The Auburn Plainsman

The Auburn Plainsman is the student-run news organization for Auburn University in Auburn, Alabama. It has notably received awards for excellence from the Associated Collegiate Press and is the most decorated student publication in the history of the National Pacemaker competition.

The Auburn Plainsman
"A spirit that is not afraid"
TheAuburnPlainsman.jpg
The front page of the Plainsman, dated November 13, 2008
TypeStudent newspaper
FormatTabloid/Online
SchoolAuburn University
Editor-in-chiefEvan Mealins[1]
Managing editorsTrice Brown,[2] Abigail Murphy,[3] Charlie Ramo[4]
Campus editorEmery Lay[5]
Opinion editorDestini Ambus[6]
Sports editorJake Weese[7]
Photo editorIreland Dodd[8]
Community EditorTim Nail[9]
Founded1893
LanguageEnglish
HeadquartersSuite 1111
255 Heisman Drive
Auburn, AL 36849-5343
ISSN1071-1279
OCLC number232118815
Websitetheplainsman.com

As of February 2021, The Plainsman is primarily an online publication, updating its website daily with articles, photographs and weekly podcasts.[11] Special print editions are published occasionally throughout each year and freely distributed throughout the campus and surrounding cities of Auburn and Opelika. The editor is selected by the Auburn University Communications Board, a group of faculty, students and professional journalists. In turn, the editor hires a paid and volunteer staff to run the paper. The Plainsman currently has a staff exceeding 80 paid and volunteer student-journalists.

The Plainsman is a self-supported publication and receives no regular student or state taxpayer revenue. The Plainsman is composed of six different sections: Campus, Community, Opinion, Lifestyle, Multimedia and Sports.

HistoryEdit

Founded by the school's two literary societies, Wirts and Websterians, students began publishing a newspaper for the Agricultural and Mechanical College of Alabama in 1893. The students called it the Orange and Blue after the colors worn by the football team formed a year earlier.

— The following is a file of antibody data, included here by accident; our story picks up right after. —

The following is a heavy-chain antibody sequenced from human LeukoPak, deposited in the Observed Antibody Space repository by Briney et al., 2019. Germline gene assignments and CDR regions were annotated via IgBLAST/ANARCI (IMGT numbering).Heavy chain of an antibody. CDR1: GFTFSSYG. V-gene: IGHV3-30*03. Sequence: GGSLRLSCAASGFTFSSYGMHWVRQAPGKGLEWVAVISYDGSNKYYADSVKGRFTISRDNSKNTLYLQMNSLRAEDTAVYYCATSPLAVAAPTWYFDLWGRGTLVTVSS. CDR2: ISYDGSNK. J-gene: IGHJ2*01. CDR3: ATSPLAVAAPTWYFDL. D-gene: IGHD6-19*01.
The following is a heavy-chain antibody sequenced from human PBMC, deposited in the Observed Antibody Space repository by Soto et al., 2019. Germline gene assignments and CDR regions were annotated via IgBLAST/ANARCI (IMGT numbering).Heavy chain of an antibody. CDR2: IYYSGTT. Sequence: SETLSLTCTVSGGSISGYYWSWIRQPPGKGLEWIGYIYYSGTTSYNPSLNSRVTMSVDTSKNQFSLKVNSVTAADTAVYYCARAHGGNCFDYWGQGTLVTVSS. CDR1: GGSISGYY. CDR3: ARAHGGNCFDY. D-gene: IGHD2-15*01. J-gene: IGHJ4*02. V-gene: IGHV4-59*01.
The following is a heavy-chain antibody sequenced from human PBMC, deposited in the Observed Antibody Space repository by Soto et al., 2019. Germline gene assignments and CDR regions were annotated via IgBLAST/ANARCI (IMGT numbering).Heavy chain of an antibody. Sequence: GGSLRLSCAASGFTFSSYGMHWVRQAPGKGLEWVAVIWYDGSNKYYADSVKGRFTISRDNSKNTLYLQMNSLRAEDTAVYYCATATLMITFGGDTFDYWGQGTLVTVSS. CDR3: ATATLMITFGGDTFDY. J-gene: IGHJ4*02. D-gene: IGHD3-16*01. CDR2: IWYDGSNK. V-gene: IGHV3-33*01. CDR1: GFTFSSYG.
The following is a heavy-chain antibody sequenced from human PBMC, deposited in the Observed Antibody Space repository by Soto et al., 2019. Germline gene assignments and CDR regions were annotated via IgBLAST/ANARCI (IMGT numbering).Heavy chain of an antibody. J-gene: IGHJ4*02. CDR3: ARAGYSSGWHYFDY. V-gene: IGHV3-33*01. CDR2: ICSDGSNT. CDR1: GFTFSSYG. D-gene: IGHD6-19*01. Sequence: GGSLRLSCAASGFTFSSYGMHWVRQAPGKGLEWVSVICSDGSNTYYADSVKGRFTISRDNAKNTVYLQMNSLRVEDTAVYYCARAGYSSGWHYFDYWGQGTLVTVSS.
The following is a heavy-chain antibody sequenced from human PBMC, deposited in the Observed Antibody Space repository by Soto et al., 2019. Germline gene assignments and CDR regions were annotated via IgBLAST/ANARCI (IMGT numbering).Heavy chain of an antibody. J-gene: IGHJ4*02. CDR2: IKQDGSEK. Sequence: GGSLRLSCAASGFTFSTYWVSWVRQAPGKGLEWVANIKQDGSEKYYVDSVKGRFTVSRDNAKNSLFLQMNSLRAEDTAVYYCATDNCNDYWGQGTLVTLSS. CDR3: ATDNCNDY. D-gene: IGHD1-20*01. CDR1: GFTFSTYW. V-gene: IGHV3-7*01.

The paper began as twice monthly publication. Through its early years, the paper was small. It resembled other newspapers of the day. The first major change in the paper's traditional production came in 1922, when the name went from the Orange and Blue to The Auburn Plainsman. Name changes since then were minor, as editors have dropped and picked up the word "Auburn," but the word became a permanent fixture in the title in 1961-62, a year after the Alabama Legislature changed the school's name for the final time, from Alabama Polytechnic Institute to Auburn University.

Aside from the paper's name change, the frequency of publication has shifted. It went from one edition per week to two editions per week in the fall of 1928. The Plainsman returned to a weekly publication schedule some time in the late 1940s, and is now the largest weekly newspaper in Alabama.

The first female editor was Martha Rand, in 1944. She was followed by Mimi Simms. Since Rand and Simms. Only 10 women have served as editor.

The paper launched its online presence in early 1997 with only selected articles placed on a university-based website. In fall 1997, the first Online Editor, Karl Sebelius, moved the paper to its current online home at theplainsman.com. The online edition has received three Online Pacemakers.

The 2000–01 editor, Rachel Davis, lobbied the Board of Communications (Comm Board), a university committee charged with overseeing student media, such as The Plainsman as well as WEGL, for a change in how Plainsman editors were chosen. The honorable and long-standing tradition of election by the student body was abandoned. Now, the Comm Board and its special Advisory Board select the editor, who takes a series of tests before interviewing for the job.